The Australian singer behind the viral pop hit that infuriated Beijing

By Wing Kuang and Eryk Bagshaw

Singapore: Kimberley Chen’s latest track has more than 30 million hits on YouTube, yet many Australians have never heard of the 27-year-old from Melbourne’s east, even though her music has become an underground sensation, banned in Beijing.

Chen, the daughter of a wedding singer, started singing Johnny Cash and Frank Sinatra classics outside the Camberwell market as a four-year-old, but she is now at the centre of a bitter divide between Chinese nationalists and millions of members of the Chinese diaspora.

Kimberley Chen in her recording studio.

Dressed to the nines in hot pink Chanel bouclé in her latest video, the former Tintern Grammar student is not the kind of subversive artist you would expect to trouble the radar of Beijing’s censors.

But she and Namewee, her Chinese-Malaysian collaborator, have mocked the policies of President Xi Jinping, accused Chinese nationalists of throwing tantrums and taunted China over its actions in Hong Kong, Taiwan and Xinjiang.

Kimberley Chen and Namewee.

It is a bold move, particularly when you are singing in Mandarin.

“It’s a love song,” says Chen in an interview with The Sydney Morning Herald and The Age from Taipei. “People do get really sensitive, and I feel like that’s part of what the song is talking about. It’s talking about sensitive people.”

At issue is their hit song Fragile, a catchy earworm about a panda’s life in a Hobbiton-style hamlet complete with a teddy bear party. It sounds innocent enough until you get hit with the symbolism of the lyrics.

A clip from the song Fragile, featuring a dancing panda, Kimberley Chen and Chinese-Malaysian rapper Namewee. Credit:YouTube

There are references to “little pinks” – a euphemism for young Chinese nationalists who defend the Chinese Communist Party at all costs – and their sensitive “hearts of glass”, taunting them for “going down to the Chinese chive farm every day”, a metaphor for the CCP harvesting the wealth of ordinary people, and being scared “of being sent to plant Hami melons [a fruit from Xinjiang] to be re-educated”.

They taunt nationalists for eating “apples, and now you want to cut pineapples”, a nod to the closing-down of Hong Kong’s Apple Daily newspaper and threats to Taiwan’s national fruit, while teasing them for “collecting his favourite honey”.

“Collecting honey, is of course a reference to Winnie the Pooh,” says Geremie Barmé, the Australian sinologist and editor of China Heritage.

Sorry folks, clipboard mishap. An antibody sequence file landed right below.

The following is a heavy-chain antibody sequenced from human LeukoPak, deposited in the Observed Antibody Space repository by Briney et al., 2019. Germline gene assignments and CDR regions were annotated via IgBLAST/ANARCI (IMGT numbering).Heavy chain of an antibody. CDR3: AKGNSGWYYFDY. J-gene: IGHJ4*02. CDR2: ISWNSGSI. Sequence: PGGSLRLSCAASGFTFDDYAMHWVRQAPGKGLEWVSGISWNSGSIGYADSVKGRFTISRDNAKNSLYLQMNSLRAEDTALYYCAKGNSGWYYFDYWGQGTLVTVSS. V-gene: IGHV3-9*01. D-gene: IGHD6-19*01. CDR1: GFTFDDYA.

China has banned all references to Winnie the Pooh. The great firewall blocked the cartoon teddy bear after Chinese internet users pointed out his likeness to Xi.

Barmé said the song was a “wonderful, rebellious middle finger” to Xi and the Communist Party’s propaganda department.

“It’s a celebration of joyfulness while also being politically pointed, so that people with a Chinese background who are familiar with the Chinese world… can enjoy in an adulterated joyful fashion,” he says.

The video mocks the origins of the coronavirus pandemic by having the panda serve Chen a bat on a plate. Credit:YouTube

“The Chinese internet is now full of this kind of paranoia, extremism, zealotry and silliness. And the result is that it is now open slather for anybody who wants to make fun of it.”

The Chinese diaspora has embraced the song, drawing viewers in Taiwan, Hong Kong, Malaysia and Singapore, the United States, and Australia.

“Even in Mexico, Peru, Argentina [there are people watching the video], I have no idea why so many countries are watching my Fragile song,” says Namewee.

The 38-year-old songwriter suspects that some of the hits may be coming from users in mainland China, redirecting their internet connection. “Because if [the Chinese people] need to watch the music video, they have to go through the VPN,” he says.

Geopolitical satire is not a path Chen expected to go down when she was first scouted by TV producers at Camberwell Market for Channel 7’s The Price is Right or after she was cast as Young Nala in The Lion King, but it is one she is now embracing.

Kimberley Chen as a child singing in Melbourne.

“Her personality is that she dares to speak up,” says Namewee.